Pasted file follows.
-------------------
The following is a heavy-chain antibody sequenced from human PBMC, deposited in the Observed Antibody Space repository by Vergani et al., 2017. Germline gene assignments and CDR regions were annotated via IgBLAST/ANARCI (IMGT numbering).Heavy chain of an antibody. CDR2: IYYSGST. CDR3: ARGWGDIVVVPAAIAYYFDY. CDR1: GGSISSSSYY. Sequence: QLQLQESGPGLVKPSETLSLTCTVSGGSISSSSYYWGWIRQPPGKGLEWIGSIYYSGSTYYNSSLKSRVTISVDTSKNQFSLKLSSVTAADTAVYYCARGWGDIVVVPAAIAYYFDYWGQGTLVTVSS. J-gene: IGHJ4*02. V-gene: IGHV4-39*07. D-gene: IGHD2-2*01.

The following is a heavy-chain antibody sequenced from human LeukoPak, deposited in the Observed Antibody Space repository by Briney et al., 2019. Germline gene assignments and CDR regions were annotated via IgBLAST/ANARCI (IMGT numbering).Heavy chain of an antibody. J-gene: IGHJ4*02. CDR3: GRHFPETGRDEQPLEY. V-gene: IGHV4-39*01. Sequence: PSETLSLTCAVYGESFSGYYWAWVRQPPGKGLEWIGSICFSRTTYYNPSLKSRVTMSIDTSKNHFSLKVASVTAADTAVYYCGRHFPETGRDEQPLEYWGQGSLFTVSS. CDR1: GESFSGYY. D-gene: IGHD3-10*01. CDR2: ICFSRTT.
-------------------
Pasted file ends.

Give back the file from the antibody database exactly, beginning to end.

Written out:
The following is a heavy-chain antibody sequenced from human PBMC, deposited in the Observed Antibody Space repository by Vergani et al., 2017. Germline gene assignments and CDR regions were annotated via IgBLAST/ANARCI (IMGT numbering).Heavy chain of an antibody. CDR2: IYYSGST. CDR3: ARGWGDIVVVPAAIAYYFDY. CDR1: GGSISSSSYY. Sequence: QLQLQESGPGLVKPSETLSLTCTVSGGSISSSSYYWGWIRQPPGKGLEWIGSIYYSGSTYYNSSLKSRVTISVDTSKNQFSLKLSSVTAADTAVYYCARGWGDIVVVPAAIAYYFDYWGQGTLVTVSS. J-gene: IGHJ4*02. V-gene: IGHV4-39*07. D-gene: IGHD2-2*01.

The following is a heavy-chain antibody sequenced from human LeukoPak, deposited in the Observed Antibody Space repository by Briney et al., 2019. Germline gene assignments and CDR regions were annotated via IgBLAST/ANARCI (IMGT numbering).Heavy chain of an antibody. J-gene: IGHJ4*02. CDR3: GRHFPETGRDEQPLEY. V-gene: IGHV4-39*01. Sequence: PSETLSLTCAVYGESFSGYYWAWVRQPPGKGLEWIGSICFSRTTYYNPSLKSRVTMSIDTSKNHFSLKVASVTAADTAVYYCGRHFPETGRDEQPLEYWGQGSLFTVSS. CDR1: GESFSGYY. D-gene: IGHD3-10*01. CDR2: ICFSRTT.